Angry, frustrated, cheated are these words to describe how you feel about something or someone at work? Emotions such as anger, resentment and frustration can be a key indicator that we feel someone is taking advantage of us and has crossed a line. Maybe you are fed up with a colleague always dumping work on you or for taking credit for your work?

Perhaps you find yourself questioning if you are overreacting and seeking out the opinions of others to give you some sense of perspective. This can be helpful, however, regardless of what others say the key is how this makes you feel. Because, what is important to you, what you value, will be different to the next person. So the question you need to ask yourself is ‘am I willing to put up with this?’

The biggest reason we will stay silent is that we are fearful of the reaction of others. ‘What if they never speak to me again and make my life at work so difficult that I have no option but to leave?'

Fear can be powerful, and it can also be over-exaggerated. We are naturally programmed to focus on protecting ourselves to keep ourselves safe. If you are fearful of speaking up, start to understand both sides of the equation; what are the impacts of staying quiet and the impacts of speaking up.  Which scenario is going to be more painful for you?

Here are four questions to work through and think about each of these in terms of the short and long term impact:

  • How is staying quiet going to help you?
  • How is staying quiet going to hurt you?
  • How is speaking up going to help you?
  • How is speaking up going to hurt you?

And if you do decide to speak up, how do you have a conversation with a colleague in a way which will be received, understood and free from repercussion? (If it is your Manager that is causing these feelings, take a look at this blog and apply the same formula.)  How do you give yourself the best chance of getting your concerns listened to and your needs acted on? Here is my take on the answer to that question.

Start by setting the scene and filling in the blanks. Your colleague may not be aware of how their actions are making you feel, particularly if you have been tolerating their actions for some time or if they are new to the organisation.  Start by considering if they are fully aware of the problem and what information you need to share to bring them up to speed.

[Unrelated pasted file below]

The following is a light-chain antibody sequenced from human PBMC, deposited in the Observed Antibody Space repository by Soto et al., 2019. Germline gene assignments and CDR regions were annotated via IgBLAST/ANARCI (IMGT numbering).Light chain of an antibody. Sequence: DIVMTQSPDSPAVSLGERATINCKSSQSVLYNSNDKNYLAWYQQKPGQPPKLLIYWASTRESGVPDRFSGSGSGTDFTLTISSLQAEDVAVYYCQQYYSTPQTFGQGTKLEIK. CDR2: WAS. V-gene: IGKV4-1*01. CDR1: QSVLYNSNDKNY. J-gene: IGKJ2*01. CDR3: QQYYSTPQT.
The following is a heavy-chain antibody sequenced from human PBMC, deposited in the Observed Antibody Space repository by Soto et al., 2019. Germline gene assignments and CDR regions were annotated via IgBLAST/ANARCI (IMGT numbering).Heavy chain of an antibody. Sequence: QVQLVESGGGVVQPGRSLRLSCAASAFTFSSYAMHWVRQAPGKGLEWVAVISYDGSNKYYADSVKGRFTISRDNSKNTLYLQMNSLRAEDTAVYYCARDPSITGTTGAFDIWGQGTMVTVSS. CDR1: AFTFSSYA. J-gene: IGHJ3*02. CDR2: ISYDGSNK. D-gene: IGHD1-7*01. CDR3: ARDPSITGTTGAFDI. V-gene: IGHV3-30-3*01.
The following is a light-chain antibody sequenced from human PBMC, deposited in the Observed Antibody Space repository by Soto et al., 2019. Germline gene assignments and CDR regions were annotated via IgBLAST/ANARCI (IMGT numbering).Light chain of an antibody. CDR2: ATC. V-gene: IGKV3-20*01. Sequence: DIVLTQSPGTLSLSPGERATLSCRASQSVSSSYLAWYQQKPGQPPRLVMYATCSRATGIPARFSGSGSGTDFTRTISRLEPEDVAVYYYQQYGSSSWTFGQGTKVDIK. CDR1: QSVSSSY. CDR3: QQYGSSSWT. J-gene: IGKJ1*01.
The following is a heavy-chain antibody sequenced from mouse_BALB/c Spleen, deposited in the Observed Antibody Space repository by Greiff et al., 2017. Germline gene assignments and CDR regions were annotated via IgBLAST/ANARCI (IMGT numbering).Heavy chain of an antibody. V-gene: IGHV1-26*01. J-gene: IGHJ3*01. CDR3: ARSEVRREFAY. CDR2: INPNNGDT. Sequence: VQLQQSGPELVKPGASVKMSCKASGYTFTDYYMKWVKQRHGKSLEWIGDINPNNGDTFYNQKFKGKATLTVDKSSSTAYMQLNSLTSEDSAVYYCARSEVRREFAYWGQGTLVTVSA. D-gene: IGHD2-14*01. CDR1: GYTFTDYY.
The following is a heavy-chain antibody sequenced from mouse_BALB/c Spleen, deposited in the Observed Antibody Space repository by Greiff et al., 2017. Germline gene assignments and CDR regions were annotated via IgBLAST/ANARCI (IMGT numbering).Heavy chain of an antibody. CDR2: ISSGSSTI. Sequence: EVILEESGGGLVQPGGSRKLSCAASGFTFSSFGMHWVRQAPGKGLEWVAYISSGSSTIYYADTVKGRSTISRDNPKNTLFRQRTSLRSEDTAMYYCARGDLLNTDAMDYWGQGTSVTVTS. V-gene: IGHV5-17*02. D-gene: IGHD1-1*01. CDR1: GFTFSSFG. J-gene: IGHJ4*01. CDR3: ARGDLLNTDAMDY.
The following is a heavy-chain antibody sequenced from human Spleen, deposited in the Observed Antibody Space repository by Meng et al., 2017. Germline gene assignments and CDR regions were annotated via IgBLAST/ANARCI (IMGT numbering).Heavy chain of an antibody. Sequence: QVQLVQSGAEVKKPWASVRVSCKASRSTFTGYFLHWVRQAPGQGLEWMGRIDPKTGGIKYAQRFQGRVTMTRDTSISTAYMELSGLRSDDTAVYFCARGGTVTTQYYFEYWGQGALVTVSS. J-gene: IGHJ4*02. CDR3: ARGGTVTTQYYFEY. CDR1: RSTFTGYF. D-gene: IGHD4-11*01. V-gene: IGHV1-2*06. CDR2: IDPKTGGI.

For example, if you have previously tolerated their actions you may want to start with an acknowledgement of your involvement.

‘I appreciate it was appropriate for me to support you as you settled into the organisation….’

Or

‘I know I haven’t shared this with you before, but the truth of the matter is ….’

And if they are new to your team or organisation, you may need to start by sharing information on how the team informally or formally works.

‘I appreciate you may not know but we have a practice within the team in which we …..’

Start by filling in the gaps, acknowledging where you may have put up with something in the past or where they may not be aware of the practices within the team.

Explain the impact. In order for your colleague to change their behaviour, they need to understand how it is negatively impacting you, the team and/or the organisation.

‘While I was happy to support you as you settled into your new role, I am now in a position where I am struggling to keep up with my own work which is impacting other members of the team and our clients and therefore I am no longer willing to do this.’

or

‘We have these practices in place so everyone has the same opportunity and we are all treated equally.’

Support them with the solution. You want your comments to be well received and for your working relationship to not be negatively impacted. The third part of your conversation is finding a solution that works for all while staying firm with your boundaries.

Be clear about what will be changing, or what you expect to change, but ask what do they need to know or have from you in order to be able to bring about these changes. A solution that is worked out together is more likely to be acted on and adhered to.

'Therefore, starting next week, I will not be doing ...., what do you need from me to be able to pick this work up next week?'

The right time to talk. You have planned your conversation; what do you need to consider for your colleague to receive the information in a meaningful way?

The time and location of your conversation are key to how well your message is received. You want to make sure they have the time to listen to you and are free of distractions. Also, no one likes to be criticised publically. So think about when and where you have the conversation, give them time to hear what you are saying and digest it.

Now, what’s your next step, speak up or shut up?

If you are speaking up here is a summary of what you need to think about:

  • Fill in the blanks - what information do you need to share, what do you need to acknowledge
  • Explain the impact - why this behaviour is not working for you
  • Support them with a solution - explain what will be changing and understand what they need from you to be ok.
  • Consider the right time to talk - free from distractions and away from other people.

If you found this blog helpful, check out the following for similar career advice guidance.